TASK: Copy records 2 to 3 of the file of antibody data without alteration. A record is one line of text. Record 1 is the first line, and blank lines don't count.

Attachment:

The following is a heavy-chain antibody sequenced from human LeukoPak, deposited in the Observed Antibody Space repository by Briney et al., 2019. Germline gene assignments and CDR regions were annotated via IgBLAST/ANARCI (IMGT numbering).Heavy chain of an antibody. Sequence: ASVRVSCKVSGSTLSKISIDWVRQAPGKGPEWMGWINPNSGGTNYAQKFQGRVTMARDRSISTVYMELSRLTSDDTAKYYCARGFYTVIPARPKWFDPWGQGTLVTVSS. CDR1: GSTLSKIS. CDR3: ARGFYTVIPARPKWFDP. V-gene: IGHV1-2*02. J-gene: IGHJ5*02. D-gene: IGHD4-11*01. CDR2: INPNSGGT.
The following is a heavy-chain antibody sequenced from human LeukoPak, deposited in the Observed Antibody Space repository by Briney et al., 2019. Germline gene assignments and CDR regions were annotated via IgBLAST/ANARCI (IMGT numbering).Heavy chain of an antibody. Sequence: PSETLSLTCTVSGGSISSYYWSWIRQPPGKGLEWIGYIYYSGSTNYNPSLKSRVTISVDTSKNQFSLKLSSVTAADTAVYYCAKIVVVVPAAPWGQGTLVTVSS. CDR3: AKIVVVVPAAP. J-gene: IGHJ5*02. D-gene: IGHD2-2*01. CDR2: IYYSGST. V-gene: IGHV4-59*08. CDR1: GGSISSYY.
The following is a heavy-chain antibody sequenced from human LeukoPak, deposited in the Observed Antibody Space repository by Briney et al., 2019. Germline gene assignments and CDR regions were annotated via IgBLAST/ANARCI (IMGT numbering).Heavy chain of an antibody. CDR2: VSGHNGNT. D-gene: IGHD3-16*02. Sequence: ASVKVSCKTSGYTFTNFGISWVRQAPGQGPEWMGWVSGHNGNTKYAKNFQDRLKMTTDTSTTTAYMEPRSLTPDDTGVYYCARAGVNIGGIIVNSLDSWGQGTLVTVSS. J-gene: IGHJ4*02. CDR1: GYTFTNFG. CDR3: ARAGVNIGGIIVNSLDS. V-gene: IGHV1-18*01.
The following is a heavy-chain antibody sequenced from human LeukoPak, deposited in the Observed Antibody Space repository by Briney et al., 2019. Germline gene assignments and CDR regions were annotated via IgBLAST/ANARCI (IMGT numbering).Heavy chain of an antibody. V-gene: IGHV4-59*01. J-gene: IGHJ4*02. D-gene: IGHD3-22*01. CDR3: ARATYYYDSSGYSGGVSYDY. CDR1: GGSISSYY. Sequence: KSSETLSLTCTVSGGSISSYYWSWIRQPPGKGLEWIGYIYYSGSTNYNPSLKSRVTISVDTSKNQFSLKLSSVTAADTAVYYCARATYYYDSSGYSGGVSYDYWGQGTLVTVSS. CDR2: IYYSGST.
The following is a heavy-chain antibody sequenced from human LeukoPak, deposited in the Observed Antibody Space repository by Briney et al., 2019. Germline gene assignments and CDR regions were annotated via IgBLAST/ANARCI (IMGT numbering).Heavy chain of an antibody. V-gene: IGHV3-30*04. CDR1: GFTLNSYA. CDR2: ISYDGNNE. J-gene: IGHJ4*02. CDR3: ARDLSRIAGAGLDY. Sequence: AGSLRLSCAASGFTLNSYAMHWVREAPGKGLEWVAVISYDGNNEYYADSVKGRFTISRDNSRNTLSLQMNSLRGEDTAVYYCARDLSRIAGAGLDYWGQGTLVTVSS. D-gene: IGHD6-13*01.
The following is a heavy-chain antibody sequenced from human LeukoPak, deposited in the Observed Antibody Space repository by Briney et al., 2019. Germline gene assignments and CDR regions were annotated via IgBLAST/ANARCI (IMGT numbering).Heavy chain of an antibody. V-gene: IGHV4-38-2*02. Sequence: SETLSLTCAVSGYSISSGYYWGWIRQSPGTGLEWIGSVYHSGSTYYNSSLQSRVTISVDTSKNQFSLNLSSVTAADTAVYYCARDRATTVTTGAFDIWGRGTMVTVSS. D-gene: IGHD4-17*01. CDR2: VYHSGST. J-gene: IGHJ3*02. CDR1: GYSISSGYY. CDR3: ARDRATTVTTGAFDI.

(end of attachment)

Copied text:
The following is a heavy-chain antibody sequenced from human LeukoPak, deposited in the Observed Antibody Space repository by Briney et al., 2019. Germline gene assignments and CDR regions were annotated via IgBLAST/ANARCI (IMGT numbering).Heavy chain of an antibody. Sequence: PSETLSLTCTVSGGSISSYYWSWIRQPPGKGLEWIGYIYYSGSTNYNPSLKSRVTISVDTSKNQFSLKLSSVTAADTAVYYCAKIVVVVPAAPWGQGTLVTVSS. CDR3: AKIVVVVPAAP. J-gene: IGHJ5*02. D-gene: IGHD2-2*01. CDR2: IYYSGST. V-gene: IGHV4-59*08. CDR1: GGSISSYY.
The following is a heavy-chain antibody sequenced from human LeukoPak, deposited in the Observed Antibody Space repository by Briney et al., 2019. Germline gene assignments and CDR regions were annotated via IgBLAST/ANARCI (IMGT numbering).Heavy chain of an antibody. CDR2: VSGHNGNT. D-gene: IGHD3-16*02. Sequence: ASVKVSCKTSGYTFTNFGISWVRQAPGQGPEWMGWVSGHNGNTKYAKNFQDRLKMTTDTSTTTAYMEPRSLTPDDTGVYYCARAGVNIGGIIVNSLDSWGQGTLVTVSS. J-gene: IGHJ4*02. CDR1: GYTFTNFG. CDR3: ARAGVNIGGIIVNSLDS. V-gene: IGHV1-18*01.